Stuart Broad return, opening issues and rapid record: What's at stake on England's New Zealand tour

Stuart Broad celebrates a wicket - Getty Images/Gareth Copley
Stuart Broad celebrates a wicket - Getty Images/Gareth Copley

This England tour has started like no other with a week of rest and play in New Zealand’s adventure capital of Queenstown before getting down to serious preparations for the two-Test series.

Brendon McCullum organised a bonding camp, beginning an Ashes year in relaxed fashion with no cricket on the agenda until the squad moved to the north island over the weekend.

A four-day warm up this week in Hamilton has been trimmed to two days, the modern trend of eschewing practice games continuing despite England not winning a Test in New Zealand for 15 years.

Here Telegraph Sport looks at the issues to be resolved on the tour ahead of this summer's battle against Australia.

Stuart Broad's place in pecking order

Loyalty is very important to Ben Stokes, and Stuart Broad was the only seamer to play the entire summer. His paternity leave for the Pakistan tour allowed Ollie Robinson back in to further his reputation and eclipse Broad as James Anderson’s new ball partner. If England opt for pace then Olly Stone will play and Matt Potts will be fresh after missing Pakistan and is capable of the donkey work that is beyond Broad now. Stokes, though, will want to see how Broad reacts to the younger rivals so expect him to start.

Harry Brook and Ben Foakes to keep out Jonny Bairstow?

It has been a long time since you could write down England’s preferred top seven as easily as now after the triumphs of Pakistan. Harry Brook was a sensation, and Ben Foakes, in his only Test, showed England are a better side with him keeping as well as providing calm backup if the firecrackers splutter. But Jonny Bairstow was the embodiment of Bazball, his singleminded desire to win so important in the early days of this regime. He did nothing wrong - he just suffered a freak injury - but will not be fit until the Ireland Test. It is inconceivable Brook will be dropped even if he has a poor tour to New Zealand which puts Foakes under pressure again but - like Bairstow - that brings the best out of him.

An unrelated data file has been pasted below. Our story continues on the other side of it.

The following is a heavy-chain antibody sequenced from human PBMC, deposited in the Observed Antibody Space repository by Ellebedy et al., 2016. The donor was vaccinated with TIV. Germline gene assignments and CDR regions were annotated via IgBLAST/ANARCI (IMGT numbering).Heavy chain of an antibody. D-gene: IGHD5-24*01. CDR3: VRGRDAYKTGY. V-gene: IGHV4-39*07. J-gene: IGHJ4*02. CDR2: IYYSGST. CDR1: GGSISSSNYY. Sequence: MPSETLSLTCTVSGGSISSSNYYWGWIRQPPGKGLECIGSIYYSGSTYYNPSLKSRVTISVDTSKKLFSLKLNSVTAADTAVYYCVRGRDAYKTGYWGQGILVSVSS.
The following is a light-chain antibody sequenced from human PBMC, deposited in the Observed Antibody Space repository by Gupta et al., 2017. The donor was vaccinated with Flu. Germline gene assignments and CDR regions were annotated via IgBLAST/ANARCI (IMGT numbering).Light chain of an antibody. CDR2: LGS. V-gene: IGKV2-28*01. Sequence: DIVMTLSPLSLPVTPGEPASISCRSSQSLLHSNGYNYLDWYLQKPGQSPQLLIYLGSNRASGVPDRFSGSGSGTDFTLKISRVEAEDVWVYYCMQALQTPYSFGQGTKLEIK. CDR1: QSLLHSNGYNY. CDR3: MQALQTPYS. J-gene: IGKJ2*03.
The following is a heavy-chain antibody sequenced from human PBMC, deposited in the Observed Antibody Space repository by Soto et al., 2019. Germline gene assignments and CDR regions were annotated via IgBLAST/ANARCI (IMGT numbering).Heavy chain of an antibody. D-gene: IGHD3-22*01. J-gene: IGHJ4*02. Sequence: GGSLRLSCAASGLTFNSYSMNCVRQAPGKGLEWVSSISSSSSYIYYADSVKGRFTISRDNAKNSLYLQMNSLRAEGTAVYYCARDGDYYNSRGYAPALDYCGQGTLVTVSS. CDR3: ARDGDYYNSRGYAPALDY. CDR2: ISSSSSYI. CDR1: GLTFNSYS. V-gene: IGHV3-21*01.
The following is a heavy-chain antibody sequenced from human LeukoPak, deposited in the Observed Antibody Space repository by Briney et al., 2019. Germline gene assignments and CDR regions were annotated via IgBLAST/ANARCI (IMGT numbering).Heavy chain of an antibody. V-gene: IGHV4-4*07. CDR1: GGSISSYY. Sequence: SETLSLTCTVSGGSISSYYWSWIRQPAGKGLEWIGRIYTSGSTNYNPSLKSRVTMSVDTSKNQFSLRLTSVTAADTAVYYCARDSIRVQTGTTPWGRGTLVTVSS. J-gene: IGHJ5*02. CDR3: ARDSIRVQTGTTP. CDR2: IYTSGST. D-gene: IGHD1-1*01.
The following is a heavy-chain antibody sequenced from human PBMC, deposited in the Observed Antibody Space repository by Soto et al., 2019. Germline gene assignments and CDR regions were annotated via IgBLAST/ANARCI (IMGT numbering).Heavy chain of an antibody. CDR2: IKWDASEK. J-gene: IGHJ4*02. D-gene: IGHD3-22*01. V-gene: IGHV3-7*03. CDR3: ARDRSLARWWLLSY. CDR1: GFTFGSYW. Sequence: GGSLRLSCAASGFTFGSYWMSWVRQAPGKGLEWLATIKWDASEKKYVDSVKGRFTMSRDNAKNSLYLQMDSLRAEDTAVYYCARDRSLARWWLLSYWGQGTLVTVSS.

Ben Foakes - AP/Fareed Khan
Ben Foakes - AP/Fareed Khan

Olly Stone's chance to shine

A return to fitness in South Africa was great news for England and the fast bowler looked sharp too. He will play in one Test, in all likelihood, as England pick and choose carefully when and where to use their quick but vulnerable pace bowlers. Jofra Archer and Mark Wood are not on this tour, so Stone offers the only genuine pace option that Wood showed was so important in Pakistan.

Opening issues

It is hard to see changes to the top six before the Ashes apart from a possible shuffle to accommodate Bairstow but of those in the side right now the two openers have the most to prove. Ben Duckett had a good tour to Pakistan, returning to Test cricket with a hundred and two other good scores above fifty at important times. He is such a strong player of spin but looked less assured in the South Africa ODIs where he made three, 20 and nought - beaten twice by pace and bounce outside off stump form the quicks. The New Zealand pitches rarely offer much life but there will be more lateral movement than Pakistan, not hard, and that will pose a new problem. Zak Crawley started Pakistan with a hundred but ended up averaging below 40. Both batted at a gallop, of course, and selflessly for the team and there are not really any alternatives, but Australia will be watching closely.

Ben Duckett - Getty Images/Matthew Lewis
Ben Duckett - Getty Images/Matthew Lewis

Can Gilbert Jessop rest in peace again?

Poor Gilbert. His 121-year record for England’s fastest hundred off 76 balls has been threatened multiple times in the Stokes era, after decades of safety. Bairstow came within two balls at Trent Bridge, Brook five in Rawalpindi and whenever and England batsmen gets going at the moment Jessop’s name pops up again. Surely it is only a matter of time before one of them breaks it and the small grounds of New Zealand and the flat pitches offer many scoring chances. A tour with nothing at stake - it is not part of the Test championship - seems like as good a place as any, especially with Stokes one six short of breaking McCullum’s Test record and smarting form a top score of just 41 In Pakistan.